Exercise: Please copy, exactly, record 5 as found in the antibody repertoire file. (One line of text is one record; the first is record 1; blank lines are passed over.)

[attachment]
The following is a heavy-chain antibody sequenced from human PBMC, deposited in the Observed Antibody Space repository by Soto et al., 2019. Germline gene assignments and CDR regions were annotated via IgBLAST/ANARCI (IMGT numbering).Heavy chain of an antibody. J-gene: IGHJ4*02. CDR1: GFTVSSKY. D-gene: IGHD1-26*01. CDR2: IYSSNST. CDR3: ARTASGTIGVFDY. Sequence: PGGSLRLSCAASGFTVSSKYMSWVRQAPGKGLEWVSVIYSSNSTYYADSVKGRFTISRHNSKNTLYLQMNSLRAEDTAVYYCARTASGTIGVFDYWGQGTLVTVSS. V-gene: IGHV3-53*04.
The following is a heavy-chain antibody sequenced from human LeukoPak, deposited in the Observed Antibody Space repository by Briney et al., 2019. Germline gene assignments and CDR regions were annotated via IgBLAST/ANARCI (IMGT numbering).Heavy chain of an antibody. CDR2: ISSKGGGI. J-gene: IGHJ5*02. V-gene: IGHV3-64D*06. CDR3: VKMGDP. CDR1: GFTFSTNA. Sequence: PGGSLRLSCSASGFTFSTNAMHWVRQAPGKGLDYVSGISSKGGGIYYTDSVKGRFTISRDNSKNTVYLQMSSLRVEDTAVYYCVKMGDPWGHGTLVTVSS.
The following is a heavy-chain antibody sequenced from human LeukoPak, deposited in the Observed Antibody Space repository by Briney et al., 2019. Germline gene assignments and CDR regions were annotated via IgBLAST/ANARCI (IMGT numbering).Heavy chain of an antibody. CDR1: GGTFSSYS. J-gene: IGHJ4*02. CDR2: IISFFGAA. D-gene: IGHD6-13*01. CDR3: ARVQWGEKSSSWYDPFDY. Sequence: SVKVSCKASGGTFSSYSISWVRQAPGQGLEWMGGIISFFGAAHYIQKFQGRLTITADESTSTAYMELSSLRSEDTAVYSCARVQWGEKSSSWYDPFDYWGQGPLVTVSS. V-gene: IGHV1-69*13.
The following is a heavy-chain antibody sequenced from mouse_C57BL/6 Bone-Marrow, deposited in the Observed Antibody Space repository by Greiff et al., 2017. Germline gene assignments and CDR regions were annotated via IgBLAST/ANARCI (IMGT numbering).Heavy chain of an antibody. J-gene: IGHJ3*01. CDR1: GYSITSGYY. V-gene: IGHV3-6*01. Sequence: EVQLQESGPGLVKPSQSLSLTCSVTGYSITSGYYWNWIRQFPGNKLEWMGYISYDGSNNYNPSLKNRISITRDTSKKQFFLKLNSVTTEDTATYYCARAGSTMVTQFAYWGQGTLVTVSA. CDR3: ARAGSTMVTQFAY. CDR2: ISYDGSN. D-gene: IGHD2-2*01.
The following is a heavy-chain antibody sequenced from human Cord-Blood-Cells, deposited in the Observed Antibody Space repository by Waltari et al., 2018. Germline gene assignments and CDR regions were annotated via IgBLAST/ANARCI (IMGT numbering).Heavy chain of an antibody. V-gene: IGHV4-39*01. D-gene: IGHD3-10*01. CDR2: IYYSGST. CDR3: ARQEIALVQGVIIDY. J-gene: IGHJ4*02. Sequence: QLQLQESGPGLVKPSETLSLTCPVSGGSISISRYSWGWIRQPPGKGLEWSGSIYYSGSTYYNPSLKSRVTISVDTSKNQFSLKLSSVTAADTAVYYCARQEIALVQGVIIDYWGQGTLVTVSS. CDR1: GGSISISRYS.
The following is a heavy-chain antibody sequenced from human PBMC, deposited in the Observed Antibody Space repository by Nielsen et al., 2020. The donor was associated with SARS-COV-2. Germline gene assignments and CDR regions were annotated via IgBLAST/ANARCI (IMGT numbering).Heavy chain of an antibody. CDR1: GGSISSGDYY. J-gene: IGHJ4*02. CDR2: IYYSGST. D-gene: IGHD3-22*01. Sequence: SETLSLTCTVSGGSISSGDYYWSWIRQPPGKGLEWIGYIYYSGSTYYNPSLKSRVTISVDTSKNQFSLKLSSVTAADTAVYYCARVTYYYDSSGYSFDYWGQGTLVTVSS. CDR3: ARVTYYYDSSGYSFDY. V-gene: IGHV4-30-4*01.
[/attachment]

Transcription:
The following is a heavy-chain antibody sequenced from human Cord-Blood-Cells, deposited in the Observed Antibody Space repository by Waltari et al., 2018. Germline gene assignments and CDR regions were annotated via IgBLAST/ANARCI (IMGT numbering).Heavy chain of an antibody. V-gene: IGHV4-39*01. D-gene: IGHD3-10*01. CDR2: IYYSGST. CDR3: ARQEIALVQGVIIDY. J-gene: IGHJ4*02. Sequence: QLQLQESGPGLVKPSETLSLTCPVSGGSISISRYSWGWIRQPPGKGLEWSGSIYYSGSTYYNPSLKSRVTISVDTSKNQFSLKLSSVTAADTAVYYCARQEIALVQGVIIDYWGQGTLVTVSS. CDR1: GGSISISRYS.